The Baltic Sea is in terrible shape. One of the most polluted seas in the world, more than 90% of commercially exploitable species in the Baltic and the adjacent Kattegat are fished without any limits.
That changed last Friday when the authorities of Uusimaa and the Southeast Finland Centre for Economic Development, Transport and the Environment banned all wild sea trout fisheries in the Gulf of Finland. Wild sea trout is critically endangered in the Baltic Sea and has suffered under almost nonexistent management. Before the ban there was simply no limit to how much Baltic sea trout could be caught.
Meanwhile, the European Parliament recently announced that it would stake out a new, more responsible management strategy for Baltic Sea salmon, a fish hobbled, gravely in some areas, by similarly slipshod and unscientific management. Both developments are a validation of Oceana’s hard work in the region.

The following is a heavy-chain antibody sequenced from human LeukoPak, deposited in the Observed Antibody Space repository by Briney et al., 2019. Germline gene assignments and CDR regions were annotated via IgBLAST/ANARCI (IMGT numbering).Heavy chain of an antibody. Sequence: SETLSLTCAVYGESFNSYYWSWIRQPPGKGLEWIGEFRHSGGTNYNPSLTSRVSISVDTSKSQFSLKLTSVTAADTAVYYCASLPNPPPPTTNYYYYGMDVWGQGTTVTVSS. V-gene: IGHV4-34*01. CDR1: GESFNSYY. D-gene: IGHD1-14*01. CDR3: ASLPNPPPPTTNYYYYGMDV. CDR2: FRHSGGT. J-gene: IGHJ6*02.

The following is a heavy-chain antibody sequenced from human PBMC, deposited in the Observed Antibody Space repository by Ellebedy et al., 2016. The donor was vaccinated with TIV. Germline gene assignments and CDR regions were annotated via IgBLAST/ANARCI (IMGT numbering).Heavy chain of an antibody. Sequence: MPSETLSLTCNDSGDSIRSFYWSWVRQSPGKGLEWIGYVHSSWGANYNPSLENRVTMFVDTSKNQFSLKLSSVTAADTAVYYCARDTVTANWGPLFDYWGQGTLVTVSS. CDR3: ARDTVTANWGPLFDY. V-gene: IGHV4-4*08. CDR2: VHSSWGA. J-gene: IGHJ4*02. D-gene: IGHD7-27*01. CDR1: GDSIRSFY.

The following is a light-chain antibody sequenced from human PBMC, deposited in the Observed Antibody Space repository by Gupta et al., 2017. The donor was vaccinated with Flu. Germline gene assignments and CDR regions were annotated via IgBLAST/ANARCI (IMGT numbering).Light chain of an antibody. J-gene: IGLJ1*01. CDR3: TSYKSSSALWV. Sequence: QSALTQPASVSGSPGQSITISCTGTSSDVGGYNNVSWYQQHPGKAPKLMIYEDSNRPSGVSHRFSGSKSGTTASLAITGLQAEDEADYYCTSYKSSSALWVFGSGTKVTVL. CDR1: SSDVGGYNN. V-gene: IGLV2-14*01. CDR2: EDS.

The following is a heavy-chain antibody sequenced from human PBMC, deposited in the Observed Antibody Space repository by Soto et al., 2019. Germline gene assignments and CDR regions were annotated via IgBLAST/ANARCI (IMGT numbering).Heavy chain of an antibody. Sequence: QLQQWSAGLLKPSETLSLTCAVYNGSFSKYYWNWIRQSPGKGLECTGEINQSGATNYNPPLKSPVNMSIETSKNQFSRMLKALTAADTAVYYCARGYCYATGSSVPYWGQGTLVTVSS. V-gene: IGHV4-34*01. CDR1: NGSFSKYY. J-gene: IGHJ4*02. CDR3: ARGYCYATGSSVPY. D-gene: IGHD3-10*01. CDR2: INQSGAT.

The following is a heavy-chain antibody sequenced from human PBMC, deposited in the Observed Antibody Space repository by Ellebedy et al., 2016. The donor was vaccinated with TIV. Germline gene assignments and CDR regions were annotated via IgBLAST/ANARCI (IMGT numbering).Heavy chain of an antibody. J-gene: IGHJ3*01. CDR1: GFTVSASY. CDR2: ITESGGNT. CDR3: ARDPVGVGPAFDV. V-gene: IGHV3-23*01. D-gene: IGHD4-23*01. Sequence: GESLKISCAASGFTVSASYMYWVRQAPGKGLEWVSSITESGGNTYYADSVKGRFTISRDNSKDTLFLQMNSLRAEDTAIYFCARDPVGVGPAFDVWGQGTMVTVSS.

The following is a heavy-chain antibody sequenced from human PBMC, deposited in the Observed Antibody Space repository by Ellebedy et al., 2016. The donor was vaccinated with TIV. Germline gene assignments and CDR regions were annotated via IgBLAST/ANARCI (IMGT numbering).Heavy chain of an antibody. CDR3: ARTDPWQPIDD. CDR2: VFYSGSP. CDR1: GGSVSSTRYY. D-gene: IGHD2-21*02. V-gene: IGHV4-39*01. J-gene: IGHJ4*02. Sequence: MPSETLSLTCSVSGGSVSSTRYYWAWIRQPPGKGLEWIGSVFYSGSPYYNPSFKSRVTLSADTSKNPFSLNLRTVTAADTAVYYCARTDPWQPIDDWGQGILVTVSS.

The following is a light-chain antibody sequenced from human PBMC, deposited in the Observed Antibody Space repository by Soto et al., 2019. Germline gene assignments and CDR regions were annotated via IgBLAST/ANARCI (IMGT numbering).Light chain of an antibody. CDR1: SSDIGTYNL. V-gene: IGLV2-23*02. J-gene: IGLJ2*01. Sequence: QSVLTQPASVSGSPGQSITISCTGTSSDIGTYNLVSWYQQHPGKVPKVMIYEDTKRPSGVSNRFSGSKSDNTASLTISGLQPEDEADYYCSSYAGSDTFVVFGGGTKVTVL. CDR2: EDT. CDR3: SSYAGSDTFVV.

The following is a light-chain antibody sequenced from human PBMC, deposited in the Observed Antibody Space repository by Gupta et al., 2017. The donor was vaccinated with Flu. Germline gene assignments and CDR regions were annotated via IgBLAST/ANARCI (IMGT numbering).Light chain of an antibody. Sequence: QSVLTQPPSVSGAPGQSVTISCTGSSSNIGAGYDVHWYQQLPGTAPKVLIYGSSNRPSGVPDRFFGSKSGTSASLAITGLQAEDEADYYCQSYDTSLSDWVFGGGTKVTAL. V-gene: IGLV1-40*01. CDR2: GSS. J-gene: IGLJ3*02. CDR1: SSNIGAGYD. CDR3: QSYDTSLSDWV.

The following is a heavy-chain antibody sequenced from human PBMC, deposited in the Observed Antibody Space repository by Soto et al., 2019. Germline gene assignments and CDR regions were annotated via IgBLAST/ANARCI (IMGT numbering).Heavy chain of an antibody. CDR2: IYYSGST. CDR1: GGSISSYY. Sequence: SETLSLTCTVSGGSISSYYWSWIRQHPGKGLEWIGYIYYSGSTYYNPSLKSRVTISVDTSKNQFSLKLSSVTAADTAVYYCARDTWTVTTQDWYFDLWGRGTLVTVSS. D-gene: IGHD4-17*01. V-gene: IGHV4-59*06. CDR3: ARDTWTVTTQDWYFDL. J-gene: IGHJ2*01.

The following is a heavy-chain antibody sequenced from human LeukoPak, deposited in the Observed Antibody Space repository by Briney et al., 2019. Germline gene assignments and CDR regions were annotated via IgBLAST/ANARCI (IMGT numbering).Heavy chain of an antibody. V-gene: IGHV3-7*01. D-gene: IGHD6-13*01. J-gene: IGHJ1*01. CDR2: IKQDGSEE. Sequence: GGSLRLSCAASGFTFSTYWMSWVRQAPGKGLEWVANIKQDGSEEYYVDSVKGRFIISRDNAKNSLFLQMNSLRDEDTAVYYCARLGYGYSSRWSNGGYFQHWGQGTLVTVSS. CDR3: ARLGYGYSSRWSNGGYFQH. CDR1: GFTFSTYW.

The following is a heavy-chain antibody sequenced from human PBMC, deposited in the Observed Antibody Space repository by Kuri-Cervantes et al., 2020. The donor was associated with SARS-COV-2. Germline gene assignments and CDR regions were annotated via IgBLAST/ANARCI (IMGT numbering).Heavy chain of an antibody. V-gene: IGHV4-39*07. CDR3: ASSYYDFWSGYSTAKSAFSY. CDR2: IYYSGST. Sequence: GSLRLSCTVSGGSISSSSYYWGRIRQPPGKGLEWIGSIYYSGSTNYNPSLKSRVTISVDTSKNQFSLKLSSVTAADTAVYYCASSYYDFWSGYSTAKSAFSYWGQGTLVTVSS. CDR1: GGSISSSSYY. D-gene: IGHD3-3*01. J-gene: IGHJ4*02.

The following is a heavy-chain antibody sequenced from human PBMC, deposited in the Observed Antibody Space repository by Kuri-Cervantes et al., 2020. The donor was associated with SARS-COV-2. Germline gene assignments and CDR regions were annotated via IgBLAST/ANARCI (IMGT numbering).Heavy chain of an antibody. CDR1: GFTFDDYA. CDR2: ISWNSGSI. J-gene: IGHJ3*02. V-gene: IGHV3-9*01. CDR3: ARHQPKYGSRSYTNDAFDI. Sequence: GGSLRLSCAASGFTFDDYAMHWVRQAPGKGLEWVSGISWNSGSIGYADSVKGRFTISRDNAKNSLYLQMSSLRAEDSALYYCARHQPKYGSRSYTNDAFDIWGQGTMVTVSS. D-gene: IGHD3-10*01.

Earlier this year, Oceana’s research vessel, the Hanse Explorer, set off for a six-week expedition to the Baltic and Kattegat seas. The purpose of that trip was to document and map vulnerable areas and to study the marine life of these brackish waters through extensive sampling, as well as dives by remote operated vehicle and scuba divers (such as Oceana senior advisor Alexandra Cousteau who joined the cruise). This work will be crucial moving forward as the region works to rebuild its ailing fisheries, and it’s already started to pay off.
With the EU and Baltic countries signaling a renewed commitment to the stewardship of this unique but imperiled ecosystem there is very real hope that it can recover. But that will require the vigilance of Europe’s leaders and citizens, and of organizations like Oceana, which has been leading the charge in the effort to save the Baltic.
Andy Sharpless is the CEO of Oceana